Last article, we looked at a model of a shared roleplaying world. I talked about each of the seven groups I had playing campaigns that affected that shared, or 'living' world and examined the way I had chosen to weave the groups into each other.
This is an example of a living world. Which is the model presented above. A game world that is affected by several play groups and the knock-on effect of actions in one game, change those in others.
Sometimes, roleplaying games can become very focused on the heroes.
What's session zero? The GM gathers a group and informs them about the game; you discuss expectations and characters. Where did it come from?
We've finally got to the point of my articles about universal terminology in the RPG community, where we need to talk about the term 'homebrew'.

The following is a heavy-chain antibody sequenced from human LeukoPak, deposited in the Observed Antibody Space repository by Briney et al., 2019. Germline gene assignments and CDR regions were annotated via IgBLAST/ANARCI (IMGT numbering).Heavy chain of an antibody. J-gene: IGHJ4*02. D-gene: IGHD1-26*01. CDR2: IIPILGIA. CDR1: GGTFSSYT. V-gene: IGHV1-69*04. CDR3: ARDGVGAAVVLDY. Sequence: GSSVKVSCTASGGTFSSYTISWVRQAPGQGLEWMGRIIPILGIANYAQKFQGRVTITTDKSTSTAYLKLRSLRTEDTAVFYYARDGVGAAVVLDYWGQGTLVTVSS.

Ok, this is maybe the most frustrating thing I have encountered as a player.
So you have a group of wandering heroes. They need to get from a village in a woodland to the far north, an orcish settlement surrounded by ice and snow, to see if they can treat with the leader of the clan.
You thought you were ready. You'd planned a series of twenty or so hooks in the city. A massive hotbed of intrigue and factions. Session three, the players leave the city because they've angered the law and never look back. You have to improv in the wilderness. None of it sounds as good as the city would have done.
In reality, some of the comfort of certain games comes from their predictability.
I think 'The Wangrod Defence' is the perfect example of what happens when we refuse to view the meta.